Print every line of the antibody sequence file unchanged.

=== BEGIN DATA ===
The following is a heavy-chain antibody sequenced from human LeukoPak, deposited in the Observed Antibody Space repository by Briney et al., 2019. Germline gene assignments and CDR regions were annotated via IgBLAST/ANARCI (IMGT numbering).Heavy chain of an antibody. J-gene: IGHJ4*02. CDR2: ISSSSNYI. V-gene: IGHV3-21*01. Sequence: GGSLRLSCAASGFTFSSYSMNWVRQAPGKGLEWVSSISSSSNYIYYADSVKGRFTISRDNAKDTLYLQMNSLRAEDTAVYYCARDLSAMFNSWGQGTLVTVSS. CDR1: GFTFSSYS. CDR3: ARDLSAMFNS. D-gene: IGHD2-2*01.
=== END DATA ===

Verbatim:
The following is a heavy-chain antibody sequenced from human LeukoPak, deposited in the Observed Antibody Space repository by Briney et al., 2019. Germline gene assignments and CDR regions were annotated via IgBLAST/ANARCI (IMGT numbering).Heavy chain of an antibody. J-gene: IGHJ4*02. CDR2: ISSSSNYI. V-gene: IGHV3-21*01. Sequence: GGSLRLSCAASGFTFSSYSMNWVRQAPGKGLEWVSSISSSSNYIYYADSVKGRFTISRDNAKDTLYLQMNSLRAEDTAVYYCARDLSAMFNSWGQGTLVTVSS. CDR1: GFTFSSYS. CDR3: ARDLSAMFNS. D-gene: IGHD2-2*01.